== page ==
Imagine All the People– A Guest Post from Beth Vogt

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I pray for imaginary people.

Before you stamp the word “Certifiable” on my forehead, let me explain.

As a novelist, I wreak havoc in the lives of fictional characters. That’s one of the basic rules of fiction writing: Ensure things go from bad to worse to don’t-make-me-do-this disastrous.

Why?

Manipulating my characters is all about getting them to change. I use the circumstances I’ve plotted out for them to help them see how they believe – and do – the wrong thing.

And this is where God fits in.

As a writer desiring to weave biblical truth through her novels, I want God to weigh in on what’s happening in my characters’ lives. In writer-speak, we call this the “spiritual thread” of a novel – how a character changes when he or she confronts false beliefs and replaces them with God’s truth.

So, while I have to mull over a lot of things whenever I map out a novel – characters’ names, characters’ pasts, characters’ desires – I don’t have to fabricate the truth they need to discover.

And that’s where praying for imaginary people comes in.

My prayer goes something like this: God, if Kendall (my heroine in my upcoming release, Catch a Falling Star), were a real person, what would you say to her? What does she need to know about you that’s she’s forgotten or missed altogether?

Does this praying to God about a made-up heroine sound a bit silly to you? It’s not … really. Are Kendall Haynes and Griffin Walker, my two main characters in Catch a Falling Star, figments of my writer’s imagination? Yes. Are all characters in a novel made up? Absolutely.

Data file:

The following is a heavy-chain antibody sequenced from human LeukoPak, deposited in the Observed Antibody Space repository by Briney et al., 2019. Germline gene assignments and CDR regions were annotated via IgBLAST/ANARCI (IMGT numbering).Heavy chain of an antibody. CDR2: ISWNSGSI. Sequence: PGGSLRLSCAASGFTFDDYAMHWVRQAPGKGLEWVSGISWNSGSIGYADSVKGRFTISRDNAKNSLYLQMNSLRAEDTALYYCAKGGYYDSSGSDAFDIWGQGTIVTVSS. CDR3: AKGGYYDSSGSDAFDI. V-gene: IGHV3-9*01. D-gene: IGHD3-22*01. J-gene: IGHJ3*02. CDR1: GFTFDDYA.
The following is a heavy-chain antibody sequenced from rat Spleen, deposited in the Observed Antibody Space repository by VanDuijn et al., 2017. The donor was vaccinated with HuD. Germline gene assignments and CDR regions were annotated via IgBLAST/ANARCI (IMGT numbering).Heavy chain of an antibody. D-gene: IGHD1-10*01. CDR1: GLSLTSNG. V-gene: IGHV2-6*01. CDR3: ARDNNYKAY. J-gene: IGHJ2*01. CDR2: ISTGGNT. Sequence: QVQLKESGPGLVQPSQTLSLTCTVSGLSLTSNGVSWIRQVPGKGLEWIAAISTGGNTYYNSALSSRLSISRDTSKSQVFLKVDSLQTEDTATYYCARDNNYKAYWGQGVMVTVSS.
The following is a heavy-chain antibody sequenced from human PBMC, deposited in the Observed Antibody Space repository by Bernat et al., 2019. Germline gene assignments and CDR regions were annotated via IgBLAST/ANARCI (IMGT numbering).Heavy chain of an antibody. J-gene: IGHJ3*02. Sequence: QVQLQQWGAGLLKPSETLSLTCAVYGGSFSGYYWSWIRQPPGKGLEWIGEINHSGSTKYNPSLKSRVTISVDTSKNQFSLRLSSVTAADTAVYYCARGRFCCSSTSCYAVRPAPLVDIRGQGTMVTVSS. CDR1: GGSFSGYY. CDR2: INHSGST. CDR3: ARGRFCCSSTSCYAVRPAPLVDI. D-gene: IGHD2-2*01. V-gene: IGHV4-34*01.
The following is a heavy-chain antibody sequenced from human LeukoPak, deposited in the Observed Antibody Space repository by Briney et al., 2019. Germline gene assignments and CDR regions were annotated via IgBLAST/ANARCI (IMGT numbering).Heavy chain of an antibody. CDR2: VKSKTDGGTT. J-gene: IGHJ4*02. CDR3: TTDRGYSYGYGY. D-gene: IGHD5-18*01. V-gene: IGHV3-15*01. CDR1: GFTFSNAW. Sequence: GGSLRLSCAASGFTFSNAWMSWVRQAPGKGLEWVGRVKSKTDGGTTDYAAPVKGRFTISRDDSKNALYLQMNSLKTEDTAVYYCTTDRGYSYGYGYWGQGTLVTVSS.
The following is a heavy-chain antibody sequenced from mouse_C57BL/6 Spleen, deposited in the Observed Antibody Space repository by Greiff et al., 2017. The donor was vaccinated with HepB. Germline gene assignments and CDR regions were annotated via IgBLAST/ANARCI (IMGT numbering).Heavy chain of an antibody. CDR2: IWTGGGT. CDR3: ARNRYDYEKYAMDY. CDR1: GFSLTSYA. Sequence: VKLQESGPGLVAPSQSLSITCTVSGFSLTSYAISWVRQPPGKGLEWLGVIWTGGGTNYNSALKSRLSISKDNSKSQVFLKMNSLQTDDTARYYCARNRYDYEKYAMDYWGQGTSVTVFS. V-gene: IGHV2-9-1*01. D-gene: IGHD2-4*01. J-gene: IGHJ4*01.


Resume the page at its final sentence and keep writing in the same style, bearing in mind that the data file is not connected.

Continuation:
But God is oh-so-real.

And that’s one of the reasons I write fiction.

Imaginary characters, meet the very real God.

And, along the way, I hope my very real readers run into Him too.

Share with me: What fiction novels have touched your spiritual side and left a God-shaped impact on you?

Jennifer here— I was recently very moved by the characters in Francine Rivers’ Mark of the Lion series, specifically book two, An Echo in the Darkness. The faith of the characters truly convicted me!

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Author Bio: Beth K. Vogt is a non-fiction author and editor who said she’d never write fiction. She’s the wife of an Air Force family physician (now in solo practice) who said she’d never marry a doctor—or anyone in the military. She’s a mom of four who said she’d never have kids. She’s discovered that God’s best often waits behind the doors marked “Never.”

Her contemporary romance novel, Wish You Were Here, debuted in May 2012 (Howard Books), and Catch a Falling Star releases this May. Beth is an established magazine writer and editor, and is also the Skills Coach for My Book Therapy, the writing community founded by best-selling author Susan May Warren.

You can connect with Beth via her website!

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16 Comments

Filed under The Christian Walk, Writing

16 responses to “Imagine All the People– A Guest Post from Beth Vogt

  1. Easy answer. For me, it’s Constantine Shak Lin, from Nevil Shute’s “Round The Bend”, a hauntng ‘what-if’ story about God’s return to walk among us.

    The way you described the process by which you move your characters through the story is interesting – and far beyond my capablilities as a writer! I start with an opening scene, and the story develops organically from there. I never know quite where it’s going to end up. I doubt I could lay out a plot to save my life!

    • Good morning, Andrew! Nice to run into over here at Jennifer’s blog! I’m writing down the title of the book you mention.
      And even with a process — I love plotting out a novel using the Book Buddy work-text created by Susan May Warren & then fast-drafting — there is still an organic development of the story. I’m still surprised by what happens between my imaginary characters.